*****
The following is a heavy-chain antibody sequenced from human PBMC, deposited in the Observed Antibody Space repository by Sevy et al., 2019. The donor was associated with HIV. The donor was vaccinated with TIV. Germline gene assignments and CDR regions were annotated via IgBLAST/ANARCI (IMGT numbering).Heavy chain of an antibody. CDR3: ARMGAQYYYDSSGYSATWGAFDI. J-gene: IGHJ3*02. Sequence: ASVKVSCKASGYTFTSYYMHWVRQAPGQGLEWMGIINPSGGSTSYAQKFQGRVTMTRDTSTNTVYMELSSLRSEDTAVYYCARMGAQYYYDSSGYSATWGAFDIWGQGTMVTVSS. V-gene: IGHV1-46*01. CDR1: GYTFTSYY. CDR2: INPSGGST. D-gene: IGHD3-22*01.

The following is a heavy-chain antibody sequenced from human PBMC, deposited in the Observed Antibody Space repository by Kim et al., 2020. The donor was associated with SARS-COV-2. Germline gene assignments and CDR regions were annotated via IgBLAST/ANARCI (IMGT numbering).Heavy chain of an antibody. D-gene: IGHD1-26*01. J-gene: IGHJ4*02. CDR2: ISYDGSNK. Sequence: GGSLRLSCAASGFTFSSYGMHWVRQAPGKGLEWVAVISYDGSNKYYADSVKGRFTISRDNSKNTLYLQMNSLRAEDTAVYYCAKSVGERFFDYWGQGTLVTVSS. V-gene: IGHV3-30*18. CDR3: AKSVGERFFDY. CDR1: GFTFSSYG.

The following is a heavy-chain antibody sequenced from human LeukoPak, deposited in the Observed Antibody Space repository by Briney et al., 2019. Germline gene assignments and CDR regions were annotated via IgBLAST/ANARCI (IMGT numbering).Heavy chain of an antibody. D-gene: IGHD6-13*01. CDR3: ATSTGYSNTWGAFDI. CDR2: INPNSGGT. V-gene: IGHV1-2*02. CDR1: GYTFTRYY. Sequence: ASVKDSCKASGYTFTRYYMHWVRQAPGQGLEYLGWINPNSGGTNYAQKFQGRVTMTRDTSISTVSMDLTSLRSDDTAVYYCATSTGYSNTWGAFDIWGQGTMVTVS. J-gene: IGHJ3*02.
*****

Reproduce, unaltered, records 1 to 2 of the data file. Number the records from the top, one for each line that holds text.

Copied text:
The following is a heavy-chain antibody sequenced from human PBMC, deposited in the Observed Antibody Space repository by Sevy et al., 2019. The donor was associated with HIV. The donor was vaccinated with TIV. Germline gene assignments and CDR regions were annotated via IgBLAST/ANARCI (IMGT numbering).Heavy chain of an antibody. CDR3: ARMGAQYYYDSSGYSATWGAFDI. J-gene: IGHJ3*02. Sequence: ASVKVSCKASGYTFTSYYMHWVRQAPGQGLEWMGIINPSGGSTSYAQKFQGRVTMTRDTSTNTVYMELSSLRSEDTAVYYCARMGAQYYYDSSGYSATWGAFDIWGQGTMVTVSS. V-gene: IGHV1-46*01. CDR1: GYTFTSYY. CDR2: INPSGGST. D-gene: IGHD3-22*01.

The following is a heavy-chain antibody sequenced from human PBMC, deposited in the Observed Antibody Space repository by Kim et al., 2020. The donor was associated with SARS-COV-2. Germline gene assignments and CDR regions were annotated via IgBLAST/ANARCI (IMGT numbering).Heavy chain of an antibody. D-gene: IGHD1-26*01. J-gene: IGHJ4*02. CDR2: ISYDGSNK. Sequence: GGSLRLSCAASGFTFSSYGMHWVRQAPGKGLEWVAVISYDGSNKYYADSVKGRFTISRDNSKNTLYLQMNSLRAEDTAVYYCAKSVGERFFDYWGQGTLVTVSS. V-gene: IGHV3-30*18. CDR3: AKSVGERFFDY. CDR1: GFTFSSYG.